Ethnicity and Eye Disease: A Risk Reminder for Asian-, African- and Latino-Americans
While it may be widely known that the risk of vision loss increases with age, Americans may be less aware that one’s ancestry and ethnicity can play a significant role in increasing odds.
In fact, a recent study published in the journal Ophthalmology has shown a link between African ancestry in Latino-Americans and increased intraocular pressure, a major risk factor for the eye disease glaucoma. This is one of the latest examples of a growing body of research showing that certain minority groups are at greater risk for serious eye conditions that can cause vision loss and blindness if left untreated.
The American Academy of Ophthalmology is reminding Americans of African, Latino and Asian heritage of their increased risk for eye diseases. It is sharing information about eye disease among these ethnic groups to encourage people of these backgrounds to take early steps to protect their sight.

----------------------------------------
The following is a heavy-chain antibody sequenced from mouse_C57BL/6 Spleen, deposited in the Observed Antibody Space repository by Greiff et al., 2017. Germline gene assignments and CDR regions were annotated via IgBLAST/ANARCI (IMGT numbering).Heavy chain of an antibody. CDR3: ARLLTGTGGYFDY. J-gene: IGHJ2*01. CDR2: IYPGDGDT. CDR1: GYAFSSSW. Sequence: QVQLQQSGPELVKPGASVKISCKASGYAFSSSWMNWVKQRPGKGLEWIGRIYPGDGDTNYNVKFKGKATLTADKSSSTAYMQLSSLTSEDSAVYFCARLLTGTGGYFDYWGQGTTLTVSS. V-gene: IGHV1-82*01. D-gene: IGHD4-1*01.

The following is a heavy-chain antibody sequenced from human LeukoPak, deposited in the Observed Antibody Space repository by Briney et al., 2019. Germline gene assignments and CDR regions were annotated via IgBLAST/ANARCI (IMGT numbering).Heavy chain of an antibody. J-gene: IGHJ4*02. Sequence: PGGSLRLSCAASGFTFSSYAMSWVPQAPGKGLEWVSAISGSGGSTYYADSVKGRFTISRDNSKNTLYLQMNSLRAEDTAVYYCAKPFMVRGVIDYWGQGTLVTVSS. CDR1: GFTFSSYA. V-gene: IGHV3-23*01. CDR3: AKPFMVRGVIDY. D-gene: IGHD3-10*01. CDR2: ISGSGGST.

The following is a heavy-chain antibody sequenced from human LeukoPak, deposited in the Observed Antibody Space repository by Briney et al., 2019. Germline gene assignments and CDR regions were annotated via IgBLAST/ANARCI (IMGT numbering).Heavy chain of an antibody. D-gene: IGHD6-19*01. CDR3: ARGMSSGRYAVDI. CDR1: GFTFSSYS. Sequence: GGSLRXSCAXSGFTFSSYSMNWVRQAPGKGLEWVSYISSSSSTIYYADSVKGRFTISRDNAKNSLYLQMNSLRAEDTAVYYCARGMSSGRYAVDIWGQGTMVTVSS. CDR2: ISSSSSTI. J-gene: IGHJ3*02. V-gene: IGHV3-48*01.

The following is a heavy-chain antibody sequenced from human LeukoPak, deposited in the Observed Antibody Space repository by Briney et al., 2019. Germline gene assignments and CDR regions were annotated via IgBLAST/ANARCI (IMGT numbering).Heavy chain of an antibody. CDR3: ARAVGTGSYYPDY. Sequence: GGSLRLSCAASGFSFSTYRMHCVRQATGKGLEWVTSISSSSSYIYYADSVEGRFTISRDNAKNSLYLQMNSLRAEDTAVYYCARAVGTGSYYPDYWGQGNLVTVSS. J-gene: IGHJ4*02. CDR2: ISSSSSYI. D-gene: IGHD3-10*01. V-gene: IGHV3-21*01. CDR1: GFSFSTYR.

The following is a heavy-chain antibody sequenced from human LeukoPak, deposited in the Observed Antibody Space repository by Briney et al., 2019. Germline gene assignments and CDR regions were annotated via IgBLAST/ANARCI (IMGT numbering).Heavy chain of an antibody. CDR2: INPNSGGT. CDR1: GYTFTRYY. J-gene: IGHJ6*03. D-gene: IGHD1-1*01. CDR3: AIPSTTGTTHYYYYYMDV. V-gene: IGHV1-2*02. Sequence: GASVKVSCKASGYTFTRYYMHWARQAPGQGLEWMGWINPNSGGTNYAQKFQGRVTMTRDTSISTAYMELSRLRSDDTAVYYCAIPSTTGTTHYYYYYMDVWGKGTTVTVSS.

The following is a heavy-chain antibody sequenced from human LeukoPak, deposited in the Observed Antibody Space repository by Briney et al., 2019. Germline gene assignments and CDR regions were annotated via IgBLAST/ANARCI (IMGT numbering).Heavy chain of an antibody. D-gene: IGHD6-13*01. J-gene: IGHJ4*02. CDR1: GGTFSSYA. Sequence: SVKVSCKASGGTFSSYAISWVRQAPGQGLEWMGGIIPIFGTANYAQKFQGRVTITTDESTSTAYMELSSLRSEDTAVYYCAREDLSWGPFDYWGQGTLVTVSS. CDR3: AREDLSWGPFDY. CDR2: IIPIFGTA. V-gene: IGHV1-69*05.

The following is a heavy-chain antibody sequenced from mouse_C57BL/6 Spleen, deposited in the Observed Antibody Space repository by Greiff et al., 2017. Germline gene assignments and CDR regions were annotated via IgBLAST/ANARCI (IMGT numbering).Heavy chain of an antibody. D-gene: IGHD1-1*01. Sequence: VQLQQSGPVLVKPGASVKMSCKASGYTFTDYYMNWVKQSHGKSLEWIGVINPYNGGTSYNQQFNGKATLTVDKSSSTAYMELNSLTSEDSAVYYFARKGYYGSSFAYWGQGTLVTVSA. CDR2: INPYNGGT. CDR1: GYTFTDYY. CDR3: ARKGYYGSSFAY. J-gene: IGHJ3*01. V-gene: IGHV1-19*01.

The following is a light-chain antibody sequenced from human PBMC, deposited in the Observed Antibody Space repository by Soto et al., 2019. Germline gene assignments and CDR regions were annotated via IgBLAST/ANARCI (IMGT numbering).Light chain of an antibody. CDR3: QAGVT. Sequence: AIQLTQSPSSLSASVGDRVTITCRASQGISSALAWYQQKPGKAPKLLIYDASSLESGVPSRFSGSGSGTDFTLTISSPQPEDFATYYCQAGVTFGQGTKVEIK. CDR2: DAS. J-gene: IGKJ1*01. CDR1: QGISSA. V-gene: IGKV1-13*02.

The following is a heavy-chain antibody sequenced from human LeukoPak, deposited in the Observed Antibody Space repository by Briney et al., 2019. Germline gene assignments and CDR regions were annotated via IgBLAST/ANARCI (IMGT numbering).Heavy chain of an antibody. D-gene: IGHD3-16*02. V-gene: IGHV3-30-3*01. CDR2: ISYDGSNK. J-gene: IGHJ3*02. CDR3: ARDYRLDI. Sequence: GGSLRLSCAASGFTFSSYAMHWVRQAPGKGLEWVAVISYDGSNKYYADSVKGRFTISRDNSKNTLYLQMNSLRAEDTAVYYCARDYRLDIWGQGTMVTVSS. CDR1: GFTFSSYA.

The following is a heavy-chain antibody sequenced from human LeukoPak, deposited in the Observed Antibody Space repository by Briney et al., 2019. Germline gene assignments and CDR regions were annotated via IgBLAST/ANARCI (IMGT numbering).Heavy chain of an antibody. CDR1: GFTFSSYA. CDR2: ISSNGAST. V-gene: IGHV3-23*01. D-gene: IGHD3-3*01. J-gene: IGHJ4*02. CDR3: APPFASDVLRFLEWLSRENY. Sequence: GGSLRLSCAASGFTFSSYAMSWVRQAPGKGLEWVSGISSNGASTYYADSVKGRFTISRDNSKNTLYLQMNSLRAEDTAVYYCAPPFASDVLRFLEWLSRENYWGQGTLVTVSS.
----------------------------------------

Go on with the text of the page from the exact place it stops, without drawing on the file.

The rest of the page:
Many eye diseases may have no apparent symptoms in their early stages. Signs can remain hidden unless detected through a dilated eye exam. These exams are the best way to detect eye diseases so they can be treated early to help prevent vision loss.
The Academy recommends that adults of all ethnicities have a baseline comprehensive eye exam with an ophthalmologist – a physician specializing in medical and surgical eye care – ideally when they turn 40. This is when age-related eye changes often begin to occur.
People who are 65 and older should get an eye exam every one to two years. Those with chronic conditions such as diabetes or high blood pressure or known eye diseases may need to go more often.
Seniors may qualify for EyeCare America, a public service program of the Academy that offers eye exams and care at no out-of-pocket cost for eligible adults age 65 and older.